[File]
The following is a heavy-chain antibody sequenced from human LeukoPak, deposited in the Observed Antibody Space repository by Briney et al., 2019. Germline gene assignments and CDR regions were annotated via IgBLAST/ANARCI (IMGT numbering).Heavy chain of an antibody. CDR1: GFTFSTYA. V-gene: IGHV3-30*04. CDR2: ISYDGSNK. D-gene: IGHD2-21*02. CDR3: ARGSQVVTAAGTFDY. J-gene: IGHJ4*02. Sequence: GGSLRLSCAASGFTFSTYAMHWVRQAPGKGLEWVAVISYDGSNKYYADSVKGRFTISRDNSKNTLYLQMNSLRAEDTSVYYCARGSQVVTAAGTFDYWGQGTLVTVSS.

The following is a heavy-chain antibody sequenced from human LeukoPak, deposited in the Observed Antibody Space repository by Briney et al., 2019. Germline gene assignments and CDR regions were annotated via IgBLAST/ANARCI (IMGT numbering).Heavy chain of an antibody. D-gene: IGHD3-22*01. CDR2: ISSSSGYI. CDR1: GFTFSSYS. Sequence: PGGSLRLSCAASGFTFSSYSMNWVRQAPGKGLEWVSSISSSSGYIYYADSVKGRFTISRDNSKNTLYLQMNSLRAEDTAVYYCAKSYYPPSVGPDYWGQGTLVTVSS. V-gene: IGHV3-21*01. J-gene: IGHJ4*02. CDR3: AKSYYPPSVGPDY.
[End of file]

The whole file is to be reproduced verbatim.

The following is a heavy-chain antibody sequenced from human LeukoPak, deposited in the Observed Antibody Space repository by Briney et al., 2019. Germline gene assignments and CDR regions were annotated via IgBLAST/ANARCI (IMGT numbering).Heavy chain of an antibody. CDR1: GFTFSTYA. V-gene: IGHV3-30*04. CDR2: ISYDGSNK. D-gene: IGHD2-21*02. CDR3: ARGSQVVTAAGTFDY. J-gene: IGHJ4*02. Sequence: GGSLRLSCAASGFTFSTYAMHWVRQAPGKGLEWVAVISYDGSNKYYADSVKGRFTISRDNSKNTLYLQMNSLRAEDTSVYYCARGSQVVTAAGTFDYWGQGTLVTVSS.

The following is a heavy-chain antibody sequenced from human LeukoPak, deposited in the Observed Antibody Space repository by Briney et al., 2019. Germline gene assignments and CDR regions were annotated via IgBLAST/ANARCI (IMGT numbering).Heavy chain of an antibody. D-gene: IGHD3-22*01. CDR2: ISSSSGYI. CDR1: GFTFSSYS. Sequence: PGGSLRLSCAASGFTFSSYSMNWVRQAPGKGLEWVSSISSSSGYIYYADSVKGRFTISRDNSKNTLYLQMNSLRAEDTAVYYCAKSYYPPSVGPDYWGQGTLVTVSS. V-gene: IGHV3-21*01. J-gene: IGHJ4*02. CDR3: AKSYYPPSVGPDY.